GovTrack’s Bill Summary
We don’t have a summary available yet.
The bill’s title was written by its sponsor. H.R. stands for House of Representatives bill.
This bill was introduced in a previous session of Congress and was passed by the House on October 13, 2009 but was never passed by the Senate.
Last updated Apr 26, 2010.
|Referred to Committee|
|Reported by Committee|
To amend and reauthorize the Junior Duck Stamp Conservation and Design Program Act of 1994.
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No summaries available.
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H.R. 3537--111th Congress: Junior Duck Stamp Conservation and Design Program Reauthorization Act of 2009. (2009). In www.GovTrack.us. Retrieved March 12, 2014, from http://www.govtrack.us/congress/bills/111/hr3537
“H.R. 3537--111th Congress: Junior Duck Stamp Conservation and Design Program Reauthorization Act of 2009.” www.GovTrack.us. 2009. March 12, 2014 <http://www.govtrack.us/congress/bills/111/hr3537>
|title=H.R. 3537 (111th)
|accessdate=March 12, 2014
|author=111th Congress (2009)
|date=September 8, 2009
|quote=Junior Duck Stamp Conservation and Design Program Reauthorization Act of 2009
We don’t have a summary available yet.
The summary below was written by the Congressional Research Service, which is a nonpartisan division of the Library of Congress.
The summary below was written by the House Republican Conference, which is the caucus of Republicans in the House of Representatives.
This summary can be found at http://www.gop.gov/bill/111/1/hr3537.
The Junior Duck Stamp Conservation and Design Program was established in 1989 as a program to incorporate wildlife management principles with art education. Since 1993, the Program has held a national art contest to decide which junior art entry will be portrayed on a new duck stamp. In 1994, the program was recognized by Congress with the passage of the Junior Duck Stamp Conservation and Design Act. The legislation created the official Junior Duck Stamp and authorized the Secretary of Interior to license and market the stamp and its design. Each year, a contest is held for art students in four different age categories. The first place design from the national contest is used to create a Junior Duck Stamp for the following year, which is sold by the U.S. Postal Service and Amplex Corporation for $5. According to the program's website, the participation level has remained steady around 28,000 students since 2000, and revenues from the program were $172,000 in FY 2004. According to CBO, the federal government's main cost for the program is spent conducting the design competition for the junior duck stamps.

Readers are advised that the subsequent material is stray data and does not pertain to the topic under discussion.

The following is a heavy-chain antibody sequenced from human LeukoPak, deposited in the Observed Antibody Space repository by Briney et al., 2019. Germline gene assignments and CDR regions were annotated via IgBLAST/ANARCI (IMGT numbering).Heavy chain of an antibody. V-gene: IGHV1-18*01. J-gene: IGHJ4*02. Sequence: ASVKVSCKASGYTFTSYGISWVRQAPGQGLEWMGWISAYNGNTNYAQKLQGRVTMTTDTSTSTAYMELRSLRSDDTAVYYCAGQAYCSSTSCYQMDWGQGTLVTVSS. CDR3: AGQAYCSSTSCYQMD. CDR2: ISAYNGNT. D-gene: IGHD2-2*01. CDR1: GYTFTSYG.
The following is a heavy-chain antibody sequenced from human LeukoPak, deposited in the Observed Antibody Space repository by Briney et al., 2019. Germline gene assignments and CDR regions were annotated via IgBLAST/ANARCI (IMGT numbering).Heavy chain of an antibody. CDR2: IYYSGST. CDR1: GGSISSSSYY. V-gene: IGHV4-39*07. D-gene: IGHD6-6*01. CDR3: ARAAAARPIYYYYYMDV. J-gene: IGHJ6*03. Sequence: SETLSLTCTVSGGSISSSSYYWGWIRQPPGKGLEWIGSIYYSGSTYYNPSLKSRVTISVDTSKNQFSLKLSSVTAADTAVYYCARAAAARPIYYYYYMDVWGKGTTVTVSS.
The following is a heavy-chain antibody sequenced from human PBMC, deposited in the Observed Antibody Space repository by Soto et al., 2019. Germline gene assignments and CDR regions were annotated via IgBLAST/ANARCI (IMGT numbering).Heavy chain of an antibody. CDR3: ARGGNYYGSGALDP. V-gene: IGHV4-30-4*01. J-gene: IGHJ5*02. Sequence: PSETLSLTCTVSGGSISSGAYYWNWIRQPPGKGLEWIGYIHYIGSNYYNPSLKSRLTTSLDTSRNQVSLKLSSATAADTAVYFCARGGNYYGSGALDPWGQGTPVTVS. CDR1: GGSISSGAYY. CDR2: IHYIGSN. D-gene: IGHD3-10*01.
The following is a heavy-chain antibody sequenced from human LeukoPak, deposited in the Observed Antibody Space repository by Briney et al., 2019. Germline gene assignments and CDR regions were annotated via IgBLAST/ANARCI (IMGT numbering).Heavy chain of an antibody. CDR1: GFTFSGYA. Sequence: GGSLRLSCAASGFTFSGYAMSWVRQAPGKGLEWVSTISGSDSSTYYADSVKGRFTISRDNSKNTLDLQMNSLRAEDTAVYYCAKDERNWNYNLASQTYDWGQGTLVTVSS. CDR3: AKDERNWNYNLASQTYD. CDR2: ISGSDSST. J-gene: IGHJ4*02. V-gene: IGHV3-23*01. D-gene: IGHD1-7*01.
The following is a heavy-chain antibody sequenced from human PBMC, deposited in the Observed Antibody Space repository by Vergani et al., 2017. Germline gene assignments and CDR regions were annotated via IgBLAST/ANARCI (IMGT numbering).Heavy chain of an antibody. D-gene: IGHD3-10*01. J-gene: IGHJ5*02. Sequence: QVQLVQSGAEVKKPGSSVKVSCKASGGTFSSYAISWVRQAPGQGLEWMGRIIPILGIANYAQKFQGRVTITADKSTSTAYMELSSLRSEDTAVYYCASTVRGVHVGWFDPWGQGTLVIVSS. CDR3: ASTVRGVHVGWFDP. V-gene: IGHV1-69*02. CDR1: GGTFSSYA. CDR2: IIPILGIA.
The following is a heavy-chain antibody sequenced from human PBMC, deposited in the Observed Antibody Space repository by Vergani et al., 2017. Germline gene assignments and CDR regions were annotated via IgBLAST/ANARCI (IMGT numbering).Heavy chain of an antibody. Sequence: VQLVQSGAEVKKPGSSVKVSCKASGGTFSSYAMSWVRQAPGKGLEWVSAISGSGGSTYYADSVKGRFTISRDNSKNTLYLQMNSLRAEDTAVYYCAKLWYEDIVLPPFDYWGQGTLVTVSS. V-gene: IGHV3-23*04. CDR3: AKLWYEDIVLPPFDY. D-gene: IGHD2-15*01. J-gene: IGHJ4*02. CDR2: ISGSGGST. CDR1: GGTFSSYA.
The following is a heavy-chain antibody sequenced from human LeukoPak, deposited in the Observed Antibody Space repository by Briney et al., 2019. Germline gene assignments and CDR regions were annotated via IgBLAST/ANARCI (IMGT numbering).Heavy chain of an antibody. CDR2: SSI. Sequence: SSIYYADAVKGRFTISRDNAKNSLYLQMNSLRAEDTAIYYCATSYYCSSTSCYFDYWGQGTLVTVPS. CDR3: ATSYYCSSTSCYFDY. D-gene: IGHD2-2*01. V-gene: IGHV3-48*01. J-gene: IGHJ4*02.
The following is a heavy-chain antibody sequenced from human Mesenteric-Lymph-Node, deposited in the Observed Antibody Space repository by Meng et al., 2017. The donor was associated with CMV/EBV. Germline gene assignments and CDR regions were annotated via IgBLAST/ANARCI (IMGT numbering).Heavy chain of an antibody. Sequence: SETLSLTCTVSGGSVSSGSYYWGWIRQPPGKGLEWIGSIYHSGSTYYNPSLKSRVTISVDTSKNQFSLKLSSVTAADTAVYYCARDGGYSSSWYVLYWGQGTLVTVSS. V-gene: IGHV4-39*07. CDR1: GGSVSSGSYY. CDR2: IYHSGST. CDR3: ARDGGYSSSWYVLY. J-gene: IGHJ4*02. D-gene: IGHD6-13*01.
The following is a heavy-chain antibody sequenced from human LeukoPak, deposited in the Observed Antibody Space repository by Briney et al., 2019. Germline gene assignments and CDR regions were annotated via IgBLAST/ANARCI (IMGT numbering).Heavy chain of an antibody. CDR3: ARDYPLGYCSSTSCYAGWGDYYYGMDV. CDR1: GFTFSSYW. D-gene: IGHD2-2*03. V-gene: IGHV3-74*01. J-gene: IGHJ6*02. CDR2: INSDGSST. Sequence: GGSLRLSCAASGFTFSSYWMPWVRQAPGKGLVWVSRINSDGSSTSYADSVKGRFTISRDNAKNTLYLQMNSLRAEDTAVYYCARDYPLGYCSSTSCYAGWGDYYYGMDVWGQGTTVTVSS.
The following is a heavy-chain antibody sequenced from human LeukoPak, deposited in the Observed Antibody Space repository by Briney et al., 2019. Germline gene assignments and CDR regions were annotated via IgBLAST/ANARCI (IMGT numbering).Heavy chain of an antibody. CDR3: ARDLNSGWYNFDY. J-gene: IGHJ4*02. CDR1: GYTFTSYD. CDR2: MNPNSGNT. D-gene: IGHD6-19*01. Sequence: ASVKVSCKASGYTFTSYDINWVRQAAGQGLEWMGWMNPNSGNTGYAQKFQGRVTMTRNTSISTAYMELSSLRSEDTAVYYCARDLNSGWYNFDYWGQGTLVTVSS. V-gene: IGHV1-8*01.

H.R. 3537 would reauthorize the federal Junior Duck Stamp Conservation and Design Program through FY 2015. The bill would increase the authorized level of funding for the program from $350,000 annually to $500,000 for each year from FY 2010 through FY 2015. In addition, the legislation would require the Secretary of Interior to submit to Congress a report of the status of the program in each State in 2010 and every five years thereafter.
According to CBO, enacting H.R. 3537 would cost about $2 million over the FY 2010 through FY 2014 period and an additional $500,000 in FY 2015.
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The bill contains the following citations to other parts of U.S. law:
The United States Code is the compilation of general and permanent laws enacted by Congress. Laws that are not permanent in nature, law that affect a single individual, family, or small group, regulations, case law, state law, and local law do not appear in the United States Code.